More than 250 people, including 62 children, were killed in the Democratic Republic of Congo from mid-March to mid-June, UN human rights investigators said in a new report
The High Commissioner for Human Rights (OHCHR) based the report, released on Friday, on interviews in June of 96 refugees who fled Congo’s Kasai provinces into neighbouring Angola.
At least 17 cases were of mutilations and other injuries, nine victims of abductions, four victims of rape and one victim of arbitrary arrest.
|The OHCHR team saw people who had been seriously injured or mutilated [OHCHR]|
The OHCHR also received reports of incidents of widespread looting and destruction or burning of property and parts of villages.
Based on the accounts from people who fled between March and June, the report counted 251 killings, attributing 150 of them to the Bana Mura and another 79 to the Kamwina Nsapu.
Government forces were blamed for another 22.
“The Bana Mura militia were responsible for 171 victims [150 killed], the Kamuina Nsapu militia for 86 victims [79 killed] and FARDC soldiers for 25 victims [22 killed],” the report said.
Burnt alive and ‘cut down’
UN human rights chief Zeid Ra’ad al-Hussein urged Congo’s government to “act now to prevent such violence from tipping into wider ethnic cleansing”.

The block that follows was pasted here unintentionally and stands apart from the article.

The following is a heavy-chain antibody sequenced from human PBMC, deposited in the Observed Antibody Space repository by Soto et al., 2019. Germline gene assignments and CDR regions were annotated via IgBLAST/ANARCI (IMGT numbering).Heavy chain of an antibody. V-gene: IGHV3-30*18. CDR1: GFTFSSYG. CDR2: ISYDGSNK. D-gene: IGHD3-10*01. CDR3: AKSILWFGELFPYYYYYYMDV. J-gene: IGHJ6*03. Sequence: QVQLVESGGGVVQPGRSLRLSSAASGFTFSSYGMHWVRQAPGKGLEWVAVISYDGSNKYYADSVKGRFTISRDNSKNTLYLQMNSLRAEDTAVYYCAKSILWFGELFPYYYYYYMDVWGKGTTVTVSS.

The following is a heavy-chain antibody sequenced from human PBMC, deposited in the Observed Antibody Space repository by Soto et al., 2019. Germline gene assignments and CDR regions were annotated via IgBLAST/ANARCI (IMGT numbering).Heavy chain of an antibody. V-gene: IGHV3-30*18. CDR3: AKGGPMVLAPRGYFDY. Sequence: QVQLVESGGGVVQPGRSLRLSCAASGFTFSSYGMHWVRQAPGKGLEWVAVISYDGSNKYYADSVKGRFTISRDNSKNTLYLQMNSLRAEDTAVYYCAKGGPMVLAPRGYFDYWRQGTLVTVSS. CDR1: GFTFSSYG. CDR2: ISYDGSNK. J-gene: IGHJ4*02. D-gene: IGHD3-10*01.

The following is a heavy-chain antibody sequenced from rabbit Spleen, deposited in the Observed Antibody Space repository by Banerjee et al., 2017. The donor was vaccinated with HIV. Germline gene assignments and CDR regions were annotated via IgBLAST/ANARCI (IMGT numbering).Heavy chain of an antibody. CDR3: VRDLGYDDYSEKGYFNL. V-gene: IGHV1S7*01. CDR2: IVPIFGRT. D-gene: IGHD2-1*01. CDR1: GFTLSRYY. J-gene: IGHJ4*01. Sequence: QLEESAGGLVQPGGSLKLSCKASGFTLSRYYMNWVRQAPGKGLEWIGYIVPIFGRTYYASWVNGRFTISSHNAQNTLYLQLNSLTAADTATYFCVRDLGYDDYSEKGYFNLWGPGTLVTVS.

Hussein described accounts of “the screams of people being burned alive” and others who were “cut down”.
Victims recounted mutilations, including of a seven-year-old boy whose fingers were cut off, and an attack on a hospital in the village of Cinq where 90 people were killed, some because they were too injured to escape a raging fire.
Violence in the Kasai region by the Kamwina Nsapu fighters erupted last August with the killing of a regional tribal leader who had defied the government of President Joseph Kabila.
The violence in the once-calm Kasai region comes on top of a broadly unstable situation in Congo, which has faced years of tensions and bloodshed in the east and where Kabila’s government has defied international calls for Congo to hold elections as required under its constitution.
The Catholic church has estimated more than 3,300 people have died in the fighting since the tribal leader was killed in a military operation a year ago.
Around 80 mass graves have been uncovered in the region.
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Source: News agencies